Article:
The interior design trends you need to know in 2021

Never before have Australians’ homes worked so hard. In 2020, they became offices, gyms, virtual social meeting places, schools and entertainment hubs.

All that time at home highlighted the importance of how we feel when we are home, and just how well those homes meet our evolving needs.


In the year to come, more Australians are likely to be picking up paintbrushes and calling in architects in a bid to turn muddled spaces into high-functioning sanctuaries.

“Holidaying at home is one of the biggest trends we are seeing in 2021,” says Sydney designer Greg Natale. “Whether it be turning your current home into more of a sanctuary space, or buying a holiday property in your home state, people are finding the joy in staying home,” he says.

Whatever the scale of the home project, we asked the experts what Australians can look to in interior design in 2021.

Kitchen and bathroom overhaul

A recent survey conducted by The Blue Space suggests almost four in every 10 Australians will be tackling home renovations in 2021. Melbourne interior designer Meredith Lee says this statistic supports her recent experience as the number of requests for kitchen and bathroom redesigns and upgrades surges. “When these rooms don’t work, they become real pain points,” she says. “Everyone is acutely aware of everything they don’t like and what they want to change.”

330 Shannon Avenue, Newtown
More Australians are looking to upgrade their bathrooms. Photo: 330 Shannon Avenue, Newtown

Curves are sticking round

Jessica Ciantar, interior designer and course co-ordinator for Design School, says curves made an appearance at Milan’s Design Week in 2019, gained momentum in 2020, and are not disappearing any time soon. “[We’re seeing] curves in everything from furniture and homewares, to island benches,” she says.

Flexible workspaces

After a year perched at kitchen tables alongside our school-aged children, it’s no real surprise a recent home trends survey recorded a 39 per cent surge in the popularity of the home office. And that will continue, architect Thomas Andrews of Studio A2 predicts, as new homes meet the work and leisure needs of the whole family. “Study nooks are no longer simply the domain of children’s bedrooms, but are likely to become a common sight in master suites, and tucked away from circulation and living spaces.”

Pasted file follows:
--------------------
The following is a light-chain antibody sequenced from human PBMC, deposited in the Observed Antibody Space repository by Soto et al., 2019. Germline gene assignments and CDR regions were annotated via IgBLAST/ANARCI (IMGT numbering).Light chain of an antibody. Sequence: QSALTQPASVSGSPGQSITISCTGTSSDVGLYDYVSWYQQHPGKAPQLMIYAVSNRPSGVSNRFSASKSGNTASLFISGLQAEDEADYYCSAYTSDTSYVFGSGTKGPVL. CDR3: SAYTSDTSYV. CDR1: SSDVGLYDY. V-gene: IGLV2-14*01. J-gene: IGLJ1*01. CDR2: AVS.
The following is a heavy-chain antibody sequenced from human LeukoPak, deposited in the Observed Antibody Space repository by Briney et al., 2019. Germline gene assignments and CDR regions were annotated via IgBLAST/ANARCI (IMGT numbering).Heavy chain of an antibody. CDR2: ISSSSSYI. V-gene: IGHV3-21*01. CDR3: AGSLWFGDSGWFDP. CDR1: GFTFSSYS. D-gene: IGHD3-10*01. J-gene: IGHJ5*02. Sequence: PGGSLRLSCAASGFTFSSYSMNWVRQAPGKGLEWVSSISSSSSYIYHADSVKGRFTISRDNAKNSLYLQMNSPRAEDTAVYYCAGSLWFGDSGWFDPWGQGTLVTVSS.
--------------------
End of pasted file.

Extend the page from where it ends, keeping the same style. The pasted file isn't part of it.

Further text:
If possible, set up your home office in a pleasant location in the house, rather than in a dark or windowless room.
A recent survey recorded a 39 per cent surge in the popularity of the home office. Photo: iStock

We’re feeling tactile

Months spent indoors have inspired us to get back to basics and surround ourselves with natural and textured materials reflective of the outdoors, says interior decorator and stylist Lauren Egan, who has been working with dark timbers, seagrass weaves, linens and chunky woven fabrics. It’s something Jessica Ciantar has observed too, as natural stone, handmade tiles and render are all being embraced in current interior design.

“These elements bring added texture and depth to spaces … layering tactile materials can make an otherwise ordinary room come to life,” says Egan.

Sacha Leagh-Murray, general manager of sales and marketing at Laminex, says timber finishes are “huge” in kitchens this year, which is why the brand has released its new zero gloss PureGrain finish. With a woodgrain texture of painted timber, the finish is perfect for homeowners or designers looking to marry durability with luxury. Leagh-Murray also points to the rustic terracotta tiles, and matt finishes showcased in architect firm Kennedy Nolan’s Studio Kitchen as other options for adding warmth and texture.

Laminex_Kennedy Nolan Studio Kitchen
The terracotta tiles used in Kennedy Nolan’s Studio Kitchen add warmth. Photo: Derek Swalwell

Bringing the outdoors in through colour

The palette for 2021 follows suit, with organic tones linking interiors to the landscape. The experts agree: gone are the days of the stark white kitchen and bathroom, as bolder, more comforting colours take over. “Natural flax linens, myriad greens that echo the garden, muddy browns, beiges – no longer a dirty word – bring warmth and a sense of being grounded,” says Egan.

Leagh-Murray says Laminex’s Colour Collection range, featured in Kennedy Nolan’s recent designs, embraces this shift to a nature-inspired palette, with Laminex Paper Bark, French Cream, Green Slate and French Navy gaining cult followings. The season’s tones also serve as a nod to the 1970s, says Ciantar, “inspiring the best kind of nostalgia”.

Kennedy Nolan’s Expansive Kitchen makes use of Laminex’s neutral decors. Photo: Derek Swalwell

Practical spaces are being beautified

Greg Natale says he has noticed a shift towards the practical in the past 12 months. Walk-in pantries and sculleries are now the norm, and laundries are being moved closer to kitchens in the name of convenience. And with the added interest in these everyday spaces, comes the desire to make every corner of our homes aesthetically pleasing. “My clients want their pantries and laundry finishes and floors to be as beautiful as the rest of their houses,” he says.

Designs are getting smarter, too. “I had a client spend $25,000 on a super-luxe dry-cleaning cupboard but, more commonly, there is a lot of attention put on storage and bench space.”

Blending old and new

Passion for vintage furniture will continue, driven by sustainability and our love of a Facebook Marketplace bargain. “There’s no doubt the 1970s have had a strong resurgence, but don’t be surprised to see the sleek lines and fun of the post-modern 1980s and early 1990s objects move in and take over,” says Egan. Designers are blending the old with the contemporary to create beautiful, one-of-a-kind spaces.


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